[time-nuts] How close can you trim a Cs?

John Ackermann N8UR jra at febo.com
Wed Mar 9 14:09:24 EST 2005

Chuck Harris wrote:
> John Ackermann N8UR wrote:

> The problem with this method is the counter cannot be relied apon not to
> add(or subtract) a certain amount of time (less than its resolution) to
> each measurement.  If this was simply jitter, it should average out to 
> zero,
> but if it is a delay time, it will remain as a bias on your result.  This
> bias will survive any amount of averaging.
> The only way I know of reducing the affect of this sort of error is to 
> start
> your timer at the beginning of the C-beam's first 1 second pulse, and 
> stop the
> timer at the beginning of the GPS's pulse that comes nearest to the 
> beginning
> of the 100th 1 second pulse that comes from the C-beam.
> This will give you a true average of the differences between the two 
> 1pps rates,
> +/- the 2ns resolution of your counter.  The best you can hope for with 
> this
> counter based technique is 2 parts in 10E11.  If you want 10E13, you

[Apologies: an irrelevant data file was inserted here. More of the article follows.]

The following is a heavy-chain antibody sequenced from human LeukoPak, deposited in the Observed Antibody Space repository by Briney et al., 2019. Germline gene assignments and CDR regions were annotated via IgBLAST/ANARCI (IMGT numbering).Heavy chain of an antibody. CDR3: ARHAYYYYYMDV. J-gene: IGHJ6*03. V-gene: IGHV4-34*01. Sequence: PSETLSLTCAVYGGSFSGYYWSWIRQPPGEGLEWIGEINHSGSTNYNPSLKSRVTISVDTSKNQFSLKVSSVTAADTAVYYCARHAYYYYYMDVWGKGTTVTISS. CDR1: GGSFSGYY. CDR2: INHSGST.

> will have
> to up your time window to 10,000 seconds, or find a counter with finer 
> resolution.

Hi Chuck --

But if the bias is constant, it won't affect the results because I'm 
looking at the change in time interval over time, not the absolute value 
of the reading.  So, if the initial time difference reading is 1.100us 
and 24 hours later it's 1.200us, the offset is 100 nanoseconds in 86,400 
seconds, or 1.16x10e-12.

The fact that there's a bias in both the initial and the final values 
doesn't matter because it's "common mode" to both the starting and 
ending readings and thus cancels out (assuming, of course, that the bias 
doesn't change during the course of the measurement).


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